The recipe I use (given below) works well in the Cookware machine, but does yield a smallish loaf - enough to do the school lunches for 3 children and provide some toast during the day. Suffice it to say, the next morning I was greeted with the familiar smell of fresh baked bread, and the results were as expected. I'll experiment with this machine to try and get a larger loaf, but for now, I am happy with the unit - let's see how it holds out!
The breadmaker has a surprisingly good range of user-selectable recipes (or menus), including 3 combinations for controlling the crust colour, others to switch between 1.5lb or 2lb loaf, and, the best feature, the timer function. As with all the other machines I've used over the years for this purpose, you need a bit of mental arithmetic to determine what hours/minutes you need to enter to get the bread cooked by your desired breakfast time. I'd really like to see someone make a machine with a CLOCK that makes this easy!
To get the best out of it, you need to follow a few simple rules:
1. Always put the water and oil into the pan first - and don't forget the kneader!
2. Put the flour, or flours, into the pan on top of the water and oil.
3. Make 2 or three small wells or depressions in the flour after it's in the pan, one for each of the salt, sugar and yeast... but try to ensure the yeast does not mix with the salt or sugar before the appointed time at which the machine starts to mix the dough (otherwise the yeast doesn't work, and your bread resembles a brick!)
4. Carefully put the pan into the machine WITHOUT sloshing it around too much - the yeast needs to be kept dry until the mixing process starts, sometime in the wee small hours if you're programming the bread to be ready at breakfast time.
5. Set the timer according to when you want your bread to be ready. If you allow a half-hour extra, the loaf will be manageable, and the kneader will pop right out of the bottom of the loaf, with minor, if any, encouragement from the specially-provided "kneader hook", aforementioned.
Here are the accrued tips of years using these machines as to the types of yeast, flour and other ingredients that work best for me. You'll also have seen these if you read my breadmaker reviews on Ciao - I make no excuses!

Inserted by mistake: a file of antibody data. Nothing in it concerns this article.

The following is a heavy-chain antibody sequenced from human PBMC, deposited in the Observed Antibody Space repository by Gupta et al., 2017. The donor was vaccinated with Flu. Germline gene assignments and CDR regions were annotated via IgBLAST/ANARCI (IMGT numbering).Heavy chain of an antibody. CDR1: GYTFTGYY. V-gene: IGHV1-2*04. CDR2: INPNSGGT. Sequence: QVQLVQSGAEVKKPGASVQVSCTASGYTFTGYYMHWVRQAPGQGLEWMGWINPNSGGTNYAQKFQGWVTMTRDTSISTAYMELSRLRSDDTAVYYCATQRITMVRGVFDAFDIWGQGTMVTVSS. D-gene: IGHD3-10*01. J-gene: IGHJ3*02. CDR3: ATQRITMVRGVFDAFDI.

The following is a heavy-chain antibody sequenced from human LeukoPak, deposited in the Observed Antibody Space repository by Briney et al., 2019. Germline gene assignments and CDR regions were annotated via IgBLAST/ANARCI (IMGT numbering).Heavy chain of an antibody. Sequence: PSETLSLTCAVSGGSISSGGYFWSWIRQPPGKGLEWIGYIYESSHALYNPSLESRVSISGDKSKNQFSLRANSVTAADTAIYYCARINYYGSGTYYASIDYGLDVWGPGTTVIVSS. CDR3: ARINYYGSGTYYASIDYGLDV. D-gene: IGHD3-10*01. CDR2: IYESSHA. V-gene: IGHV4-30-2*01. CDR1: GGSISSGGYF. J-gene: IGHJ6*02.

a. Yeast has to be the fine powdery stuff with added ascorbic acid - typically, Sainsbury's or Tesco sell either their own brand, or Hovis or Allinsons, in packs of six or eight 7g sachets. My usual recipe uses less than half a teaspoonful of yeast, so a box of sachets lasts ages.
b. Tescos or Sainsbury's own-brand STRONG white bread flour works perfectly. If you like brown bread, cut white flour with about a third of regular coarse, medium or fineground wholemeal flour.
c. If you want to experiment, try using some stale or leftover lager or ale instead of water - but if it's high-alcohol (which gets baked off anyhow!) remember to add a little extra yeast, about a quarter of a teaspoon more than recommended, or your bread won't rise properly.
d. Use salt with LARGE crystals, like Rock Salt (Tidmans) or Sea Salt (Maldons or Saxo "flakes"), and leave the crystals whole - the fine, powdery common-or-garden tablesalt has other additives in it that can give the bread a "metallic" taste.
e. So many home bread recipes include "powdered milk" as an ingredient (don't ask me why...!); if you have anyone who's got a sensitivity or allergy to milk products, simply omit the milk powder. I find it makes little difference to the final loaf whether you add it or not, so why bother?
f. Leave the loaf in the pan, in the machine on its keep-warm cycle, for about 30 mins after cooking has completed - this allows everything to cool so it's a little less like handling a lavastone as you try to extricate the loaf from the pan, and also allows the kneader to "sweat" out of the loaf.
And last but not least, my standard recipe for our daily brown bread in this household:
100g medium ground wholemeal flour (Whites is an adequate brand)
215g supermarket-brand strong white bread flour
180ml water (or diluted cold tea if you like a darker bread)
3 tsp (teaspoonfuls) olive or corn oil, depending on your taste
1 tsp corase salt (Maldon Sea Salt flakes are good)
2 tsp fine brown muscovado sugar
quarter tsp of Allinson easy-bake yeast.
Addition of a teaspoonful or so of one or more of the following (available in most supermarkets near the cakes/baking section) adds variety, crunch/body and flavour, if so desired: poppyseeds, linseeds(brown or golden), sunflower seeds, sesame seeds, pumpkin seeds.
Let the adventurer in you out - experiment!
(c) pgn! - 12-Jan-2008 on dooyoo.co.uk.
Summary: Turns out a passable loaf with minimal effort or outlay
|Ease of use:|